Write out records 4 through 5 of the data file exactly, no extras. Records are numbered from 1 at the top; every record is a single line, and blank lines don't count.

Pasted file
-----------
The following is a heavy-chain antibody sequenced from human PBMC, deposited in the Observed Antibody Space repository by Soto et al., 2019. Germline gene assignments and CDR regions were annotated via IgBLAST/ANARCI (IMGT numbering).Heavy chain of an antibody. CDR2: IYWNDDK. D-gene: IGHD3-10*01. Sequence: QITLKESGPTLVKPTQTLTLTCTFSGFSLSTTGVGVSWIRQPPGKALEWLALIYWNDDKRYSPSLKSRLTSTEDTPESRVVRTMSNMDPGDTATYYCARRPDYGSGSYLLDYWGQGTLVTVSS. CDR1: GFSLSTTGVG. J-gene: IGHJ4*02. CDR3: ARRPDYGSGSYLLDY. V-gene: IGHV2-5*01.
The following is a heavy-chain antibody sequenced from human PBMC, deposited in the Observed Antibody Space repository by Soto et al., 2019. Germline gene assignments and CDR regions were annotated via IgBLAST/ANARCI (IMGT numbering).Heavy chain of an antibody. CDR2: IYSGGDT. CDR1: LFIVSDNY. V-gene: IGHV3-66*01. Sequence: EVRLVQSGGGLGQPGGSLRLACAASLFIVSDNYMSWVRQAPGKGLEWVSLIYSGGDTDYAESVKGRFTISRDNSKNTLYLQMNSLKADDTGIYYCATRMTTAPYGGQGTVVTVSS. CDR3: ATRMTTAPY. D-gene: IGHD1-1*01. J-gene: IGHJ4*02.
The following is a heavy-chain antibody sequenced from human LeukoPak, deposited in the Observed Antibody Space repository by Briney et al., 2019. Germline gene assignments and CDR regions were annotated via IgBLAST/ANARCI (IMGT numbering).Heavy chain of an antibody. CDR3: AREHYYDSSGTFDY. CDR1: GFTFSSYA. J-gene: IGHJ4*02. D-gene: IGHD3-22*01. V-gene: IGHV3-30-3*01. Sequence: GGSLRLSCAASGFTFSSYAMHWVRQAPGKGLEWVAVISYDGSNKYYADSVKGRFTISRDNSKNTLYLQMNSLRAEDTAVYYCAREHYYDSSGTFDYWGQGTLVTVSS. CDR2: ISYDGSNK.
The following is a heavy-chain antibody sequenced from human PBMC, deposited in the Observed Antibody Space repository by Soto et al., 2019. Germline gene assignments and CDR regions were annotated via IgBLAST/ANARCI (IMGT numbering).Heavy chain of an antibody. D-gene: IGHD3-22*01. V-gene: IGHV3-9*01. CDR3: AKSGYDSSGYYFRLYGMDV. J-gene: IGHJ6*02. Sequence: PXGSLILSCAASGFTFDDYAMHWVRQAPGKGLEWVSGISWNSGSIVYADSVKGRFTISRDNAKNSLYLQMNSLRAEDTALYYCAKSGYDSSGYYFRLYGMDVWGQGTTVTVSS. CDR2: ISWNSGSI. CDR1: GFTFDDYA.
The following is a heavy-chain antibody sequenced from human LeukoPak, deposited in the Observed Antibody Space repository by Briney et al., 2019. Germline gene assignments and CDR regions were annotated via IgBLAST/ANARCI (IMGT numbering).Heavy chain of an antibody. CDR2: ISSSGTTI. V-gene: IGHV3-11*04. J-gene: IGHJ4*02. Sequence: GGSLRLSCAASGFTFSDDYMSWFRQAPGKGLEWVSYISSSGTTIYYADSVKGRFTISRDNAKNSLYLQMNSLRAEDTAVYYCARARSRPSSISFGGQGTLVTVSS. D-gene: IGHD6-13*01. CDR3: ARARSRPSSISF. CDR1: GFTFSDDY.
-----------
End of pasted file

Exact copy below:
The following is a heavy-chain antibody sequenced from human PBMC, deposited in the Observed Antibody Space repository by Soto et al., 2019. Germline gene assignments and CDR regions were annotated via IgBLAST/ANARCI (IMGT numbering).Heavy chain of an antibody. D-gene: IGHD3-22*01. V-gene: IGHV3-9*01. CDR3: AKSGYDSSGYYFRLYGMDV. J-gene: IGHJ6*02. Sequence: PXGSLILSCAASGFTFDDYAMHWVRQAPGKGLEWVSGISWNSGSIVYADSVKGRFTISRDNAKNSLYLQMNSLRAEDTALYYCAKSGYDSSGYYFRLYGMDVWGQGTTVTVSS. CDR2: ISWNSGSI. CDR1: GFTFDDYA.
The following is a heavy-chain antibody sequenced from human LeukoPak, deposited in the Observed Antibody Space repository by Briney et al., 2019. Germline gene assignments and CDR regions were annotated via IgBLAST/ANARCI (IMGT numbering).Heavy chain of an antibody. CDR2: ISSSGTTI. V-gene: IGHV3-11*04. J-gene: IGHJ4*02. Sequence: GGSLRLSCAASGFTFSDDYMSWFRQAPGKGLEWVSYISSSGTTIYYADSVKGRFTISRDNAKNSLYLQMNSLRAEDTAVYYCARARSRPSSISFGGQGTLVTVSS. D-gene: IGHD6-13*01. CDR3: ARARSRPSSISF. CDR1: GFTFSDDY.